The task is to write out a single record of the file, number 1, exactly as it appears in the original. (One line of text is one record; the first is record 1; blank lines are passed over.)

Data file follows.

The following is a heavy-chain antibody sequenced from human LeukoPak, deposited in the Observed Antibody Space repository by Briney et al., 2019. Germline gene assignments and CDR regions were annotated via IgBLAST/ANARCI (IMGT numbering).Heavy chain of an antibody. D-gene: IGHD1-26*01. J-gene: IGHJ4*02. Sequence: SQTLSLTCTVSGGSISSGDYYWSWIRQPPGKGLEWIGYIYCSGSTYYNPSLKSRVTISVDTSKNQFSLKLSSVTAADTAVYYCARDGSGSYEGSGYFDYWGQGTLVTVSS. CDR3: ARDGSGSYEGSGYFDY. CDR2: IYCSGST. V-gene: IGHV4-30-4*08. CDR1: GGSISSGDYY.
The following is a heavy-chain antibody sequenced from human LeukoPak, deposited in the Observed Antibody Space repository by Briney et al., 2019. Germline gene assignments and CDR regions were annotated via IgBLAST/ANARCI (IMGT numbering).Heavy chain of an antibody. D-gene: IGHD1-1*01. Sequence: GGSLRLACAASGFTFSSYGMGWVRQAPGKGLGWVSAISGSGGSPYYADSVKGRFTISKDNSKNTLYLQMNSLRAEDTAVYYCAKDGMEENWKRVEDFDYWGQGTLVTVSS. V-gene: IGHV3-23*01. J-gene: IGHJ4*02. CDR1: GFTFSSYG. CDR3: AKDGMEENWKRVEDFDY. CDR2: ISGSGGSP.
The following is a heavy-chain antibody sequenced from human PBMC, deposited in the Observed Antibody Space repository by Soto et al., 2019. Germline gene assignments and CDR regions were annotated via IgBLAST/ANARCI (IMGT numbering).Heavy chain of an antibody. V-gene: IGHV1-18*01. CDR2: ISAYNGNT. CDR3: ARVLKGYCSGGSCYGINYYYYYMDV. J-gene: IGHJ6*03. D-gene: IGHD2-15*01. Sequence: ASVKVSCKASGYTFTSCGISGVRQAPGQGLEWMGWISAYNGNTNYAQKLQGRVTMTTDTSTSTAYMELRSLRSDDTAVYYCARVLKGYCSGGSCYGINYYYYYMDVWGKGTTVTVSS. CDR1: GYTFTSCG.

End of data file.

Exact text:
The following is a heavy-chain antibody sequenced from human LeukoPak, deposited in the Observed Antibody Space repository by Briney et al., 2019. Germline gene assignments and CDR regions were annotated via IgBLAST/ANARCI (IMGT numbering).Heavy chain of an antibody. D-gene: IGHD1-26*01. J-gene: IGHJ4*02. Sequence: SQTLSLTCTVSGGSISSGDYYWSWIRQPPGKGLEWIGYIYCSGSTYYNPSLKSRVTISVDTSKNQFSLKLSSVTAADTAVYYCARDGSGSYEGSGYFDYWGQGTLVTVSS. CDR3: ARDGSGSYEGSGYFDY. CDR2: IYCSGST. V-gene: IGHV4-30-4*08. CDR1: GGSISSGDYY.